Social Media Style Guide

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Updated on: September 29th, 2022Ken Braun12 min read
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What Exactly Is It and How Do You Create One?

Today, it sounds enticing to use social media and social media marketing as a way to advertise your company. All you have to do is join a couple of social networks, post some savvy content, and people will flock to your site to buy your products or services, right?

Not so fast! To build an effective social media marketing strategy, you want to develop a strong tool that helps guide your marketing team when interacting with potential customers online — a Social Media Style Guide.

To differentiate the two — your social media strategy should define your brand voice, detail your social media marketing goals, how you plan to meet those goals, and outline the analytics and metrics you want to use to track your results. A style guide outlines the type of content you plan to use, the look, and voice and tone of that content, and how and when it is shared.

Most importantly, it provides a set of guidelines that will create a cohesive presence for your social media team. Consider it a set of rules that defines your overall company persona when interacting with the public on any and all forms of social media from LinkedIn to Instagram to TikTok.

Social Media Guidelines for Brands

Let’s talk about brands!

First, a brand is an intangible concept that describes your company or organization and its product or service and distinguishes it from other similar products or services. When you define your brand, you want to consider your company’s personality, qualities, and target audience.

As arguably the ‘Father of Advertising’, David Ogilvy, said, “A brand is an intangible sum of a product’s attributes:  its name, packaging, and price, its history and reputation.”

Once you understand your brand voice and thoroughly flesh out your brand strategy, then it’s time to develop your social media branding guidelines. 

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Brand Social Media Guidelines

Before we set about discussing the media style guide itself, let’s talk about the guidelines you want in place that will inform the style guide. These are the elements that define your brand and will continue into the future indefinitely as part of your cohesive brand identity.

This will include the visual content elements that are a part of your bigger marketing strategy and will ensure consistency through any type of content, including your website design, printed collateral, logo development and use, and as an overall branding effort. You will often hear these elements referred to as a ‘corporate style guide’.

These include:

  • Mission Statement that sets the tone for the message you want to convey.
  • Buyer persona or target audience — who do you want to reach? And why?
  • Brand colors define the visual representative of your company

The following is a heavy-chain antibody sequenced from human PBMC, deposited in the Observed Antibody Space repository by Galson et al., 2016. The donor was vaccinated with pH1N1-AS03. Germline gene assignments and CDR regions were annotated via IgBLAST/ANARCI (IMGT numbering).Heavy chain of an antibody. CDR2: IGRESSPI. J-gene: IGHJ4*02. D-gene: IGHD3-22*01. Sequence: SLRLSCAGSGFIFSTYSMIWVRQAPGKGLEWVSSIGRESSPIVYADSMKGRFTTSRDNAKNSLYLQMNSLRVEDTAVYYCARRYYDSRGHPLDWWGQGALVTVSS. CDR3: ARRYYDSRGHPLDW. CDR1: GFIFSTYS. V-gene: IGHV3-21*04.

• Brand fonts
  • Imagery guidelines that convey your brand message
  • Logo and its use
  • Overall brand voice and tone
  • Editorial style guidelines that will dictate everything from website content to PR and news releases

From here, you have the blueprint that will provide the model for your overall social media presence and will help you create a consistent voice across all social media channels.

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How to Create a Social Media Style Guide

When you create your social media branding guidelines, you want to consider two aspects to develop the best style guide for social media.

First, you want your social media brand style guide to be general when discussing the overall look, voice, and feel of your social media content as well as how you post and follow up your content. 

And second, you want to define specifics as they relate to each of the social media platforms that you choose to participate in, e.g., Facebook, Twitter, medium.com, Reddit. 

Remember to include the following to further guide and motivate your social media team:

  • Successful social media style guide examples from other companies:
  • As an example, Wendy’s has taken snark to a whole new level. There Twitter account is the gold standard for customer engagement and their numbers continue to grow.
  • Social media style guide samples that have worked for your company in the past:
  • If you are just diving into social media, then compile a samples guide as you go.
  • If you have been utilizing social media for some time, pick two or three examples of a top notch campaign that worked well and maximized engagement or sales.

Creating a Style Guide for Social Media Accounts

Your social media style guide should be a working document where you can add or change things as technology changes or as social media platforms become more or less effective. However, remember that what is posted on social media never goes away. 

Your new style guide should include:

Brand Voice

We’ve talked about brand voice as it relates to your overall brand strategy, but your style guide for social media should include the voice you want to use that crystalizes your social media style and persona.

As an example: